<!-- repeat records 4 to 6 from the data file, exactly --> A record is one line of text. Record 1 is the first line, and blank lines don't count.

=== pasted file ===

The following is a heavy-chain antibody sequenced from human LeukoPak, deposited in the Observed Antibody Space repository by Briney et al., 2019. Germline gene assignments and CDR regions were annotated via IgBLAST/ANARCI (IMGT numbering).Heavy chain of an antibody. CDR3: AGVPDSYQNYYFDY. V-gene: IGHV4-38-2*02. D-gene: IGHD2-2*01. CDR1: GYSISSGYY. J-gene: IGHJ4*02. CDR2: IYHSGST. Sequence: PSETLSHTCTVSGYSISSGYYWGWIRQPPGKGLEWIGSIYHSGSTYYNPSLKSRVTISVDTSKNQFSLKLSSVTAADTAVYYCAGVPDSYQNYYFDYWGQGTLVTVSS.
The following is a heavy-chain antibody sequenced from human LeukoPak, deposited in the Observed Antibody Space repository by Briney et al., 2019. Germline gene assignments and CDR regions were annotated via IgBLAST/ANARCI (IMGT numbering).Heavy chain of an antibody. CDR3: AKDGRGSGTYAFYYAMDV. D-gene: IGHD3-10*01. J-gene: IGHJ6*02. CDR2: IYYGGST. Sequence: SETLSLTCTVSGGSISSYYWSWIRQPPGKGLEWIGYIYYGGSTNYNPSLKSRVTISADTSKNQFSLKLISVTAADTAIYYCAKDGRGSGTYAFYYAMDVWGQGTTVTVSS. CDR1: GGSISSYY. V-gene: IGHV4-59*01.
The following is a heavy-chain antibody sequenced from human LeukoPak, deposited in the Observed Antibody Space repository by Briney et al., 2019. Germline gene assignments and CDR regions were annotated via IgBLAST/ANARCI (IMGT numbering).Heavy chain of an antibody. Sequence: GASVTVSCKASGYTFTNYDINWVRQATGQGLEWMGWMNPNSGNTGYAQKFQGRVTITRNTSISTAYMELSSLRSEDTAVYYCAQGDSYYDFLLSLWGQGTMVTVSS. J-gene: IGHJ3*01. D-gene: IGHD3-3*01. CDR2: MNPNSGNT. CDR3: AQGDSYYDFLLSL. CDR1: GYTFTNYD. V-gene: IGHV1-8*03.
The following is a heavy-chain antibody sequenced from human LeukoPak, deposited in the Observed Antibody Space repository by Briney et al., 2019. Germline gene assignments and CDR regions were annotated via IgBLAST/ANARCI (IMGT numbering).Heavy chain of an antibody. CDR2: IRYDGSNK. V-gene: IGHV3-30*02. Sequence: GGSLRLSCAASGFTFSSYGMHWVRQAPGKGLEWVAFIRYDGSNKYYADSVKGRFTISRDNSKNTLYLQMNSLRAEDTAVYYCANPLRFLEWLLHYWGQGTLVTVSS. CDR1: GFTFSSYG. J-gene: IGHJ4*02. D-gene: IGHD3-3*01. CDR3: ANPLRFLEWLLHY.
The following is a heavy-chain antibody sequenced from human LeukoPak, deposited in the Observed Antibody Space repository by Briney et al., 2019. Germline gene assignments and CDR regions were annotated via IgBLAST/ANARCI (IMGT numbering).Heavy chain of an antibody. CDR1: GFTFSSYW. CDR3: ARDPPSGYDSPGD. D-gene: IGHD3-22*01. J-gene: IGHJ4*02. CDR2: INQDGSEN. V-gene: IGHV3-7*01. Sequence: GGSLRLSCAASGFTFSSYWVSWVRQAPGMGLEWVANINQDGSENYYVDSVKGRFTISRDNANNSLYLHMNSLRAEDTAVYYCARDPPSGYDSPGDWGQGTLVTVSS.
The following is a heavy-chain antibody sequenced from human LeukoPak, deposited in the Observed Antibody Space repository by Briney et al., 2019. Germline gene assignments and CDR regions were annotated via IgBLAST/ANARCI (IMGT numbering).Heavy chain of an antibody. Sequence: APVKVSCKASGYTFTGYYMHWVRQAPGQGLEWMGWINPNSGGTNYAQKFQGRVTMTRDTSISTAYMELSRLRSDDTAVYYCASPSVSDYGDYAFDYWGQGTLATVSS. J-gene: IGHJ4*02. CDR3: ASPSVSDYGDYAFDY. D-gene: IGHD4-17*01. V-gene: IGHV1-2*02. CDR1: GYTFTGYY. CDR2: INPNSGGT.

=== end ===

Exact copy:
The following is a heavy-chain antibody sequenced from human LeukoPak, deposited in the Observed Antibody Space repository by Briney et al., 2019. Germline gene assignments and CDR regions were annotated via IgBLAST/ANARCI (IMGT numbering).Heavy chain of an antibody. CDR2: IRYDGSNK. V-gene: IGHV3-30*02. Sequence: GGSLRLSCAASGFTFSSYGMHWVRQAPGKGLEWVAFIRYDGSNKYYADSVKGRFTISRDNSKNTLYLQMNSLRAEDTAVYYCANPLRFLEWLLHYWGQGTLVTVSS. CDR1: GFTFSSYG. J-gene: IGHJ4*02. D-gene: IGHD3-3*01. CDR3: ANPLRFLEWLLHY.
The following is a heavy-chain antibody sequenced from human LeukoPak, deposited in the Observed Antibody Space repository by Briney et al., 2019. Germline gene assignments and CDR regions were annotated via IgBLAST/ANARCI (IMGT numbering).Heavy chain of an antibody. CDR1: GFTFSSYW. CDR3: ARDPPSGYDSPGD. D-gene: IGHD3-22*01. J-gene: IGHJ4*02. CDR2: INQDGSEN. V-gene: IGHV3-7*01. Sequence: GGSLRLSCAASGFTFSSYWVSWVRQAPGMGLEWVANINQDGSENYYVDSVKGRFTISRDNANNSLYLHMNSLRAEDTAVYYCARDPPSGYDSPGDWGQGTLVTVSS.
The following is a heavy-chain antibody sequenced from human LeukoPak, deposited in the Observed Antibody Space repository by Briney et al., 2019. Germline gene assignments and CDR regions were annotated via IgBLAST/ANARCI (IMGT numbering).Heavy chain of an antibody. Sequence: APVKVSCKASGYTFTGYYMHWVRQAPGQGLEWMGWINPNSGGTNYAQKFQGRVTMTRDTSISTAYMELSRLRSDDTAVYYCASPSVSDYGDYAFDYWGQGTLATVSS. J-gene: IGHJ4*02. CDR3: ASPSVSDYGDYAFDY. D-gene: IGHD4-17*01. V-gene: IGHV1-2*02. CDR1: GYTFTGYY. CDR2: INPNSGGT.